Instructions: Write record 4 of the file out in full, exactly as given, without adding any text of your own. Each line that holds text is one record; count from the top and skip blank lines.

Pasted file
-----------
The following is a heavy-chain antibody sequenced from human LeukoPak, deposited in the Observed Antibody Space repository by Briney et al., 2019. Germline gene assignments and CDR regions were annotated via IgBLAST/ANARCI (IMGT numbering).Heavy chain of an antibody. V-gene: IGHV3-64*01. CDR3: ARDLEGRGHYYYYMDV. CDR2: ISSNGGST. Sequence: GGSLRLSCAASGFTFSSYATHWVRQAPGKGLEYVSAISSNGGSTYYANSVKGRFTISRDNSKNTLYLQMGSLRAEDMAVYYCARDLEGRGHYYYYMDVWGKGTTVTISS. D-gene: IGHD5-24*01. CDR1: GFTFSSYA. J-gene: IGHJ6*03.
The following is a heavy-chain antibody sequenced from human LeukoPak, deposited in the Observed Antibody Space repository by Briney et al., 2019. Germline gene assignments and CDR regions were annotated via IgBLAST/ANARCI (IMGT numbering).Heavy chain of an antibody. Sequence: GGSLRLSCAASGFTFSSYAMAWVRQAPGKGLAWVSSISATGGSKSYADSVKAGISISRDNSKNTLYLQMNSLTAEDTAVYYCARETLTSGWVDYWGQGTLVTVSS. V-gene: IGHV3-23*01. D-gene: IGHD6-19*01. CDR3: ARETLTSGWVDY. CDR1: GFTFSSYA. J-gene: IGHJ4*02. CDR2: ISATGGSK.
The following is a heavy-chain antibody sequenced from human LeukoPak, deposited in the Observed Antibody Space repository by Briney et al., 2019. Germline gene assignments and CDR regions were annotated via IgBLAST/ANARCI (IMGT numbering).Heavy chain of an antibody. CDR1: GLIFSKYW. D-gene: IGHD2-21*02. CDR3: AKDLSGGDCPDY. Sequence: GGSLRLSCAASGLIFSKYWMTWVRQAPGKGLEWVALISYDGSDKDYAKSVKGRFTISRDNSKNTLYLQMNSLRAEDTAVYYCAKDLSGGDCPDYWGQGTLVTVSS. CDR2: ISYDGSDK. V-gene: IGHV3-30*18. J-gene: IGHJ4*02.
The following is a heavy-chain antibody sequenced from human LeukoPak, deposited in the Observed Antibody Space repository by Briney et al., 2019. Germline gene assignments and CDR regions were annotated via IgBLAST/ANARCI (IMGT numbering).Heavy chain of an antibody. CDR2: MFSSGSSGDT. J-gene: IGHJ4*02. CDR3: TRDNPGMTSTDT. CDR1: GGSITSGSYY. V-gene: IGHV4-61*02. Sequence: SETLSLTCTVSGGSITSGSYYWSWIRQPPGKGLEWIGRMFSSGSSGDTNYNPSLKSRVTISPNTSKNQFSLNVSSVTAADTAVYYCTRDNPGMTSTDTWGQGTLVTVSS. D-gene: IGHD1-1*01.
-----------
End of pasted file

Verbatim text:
The following is a heavy-chain antibody sequenced from human LeukoPak, deposited in the Observed Antibody Space repository by Briney et al., 2019. Germline gene assignments and CDR regions were annotated via IgBLAST/ANARCI (IMGT numbering).Heavy chain of an antibody. CDR2: MFSSGSSGDT. J-gene: IGHJ4*02. CDR3: TRDNPGMTSTDT. CDR1: GGSITSGSYY. V-gene: IGHV4-61*02. Sequence: SETLSLTCTVSGGSITSGSYYWSWIRQPPGKGLEWIGRMFSSGSSGDTNYNPSLKSRVTISPNTSKNQFSLNVSSVTAADTAVYYCTRDNPGMTSTDTWGQGTLVTVSS. D-gene: IGHD1-1*01.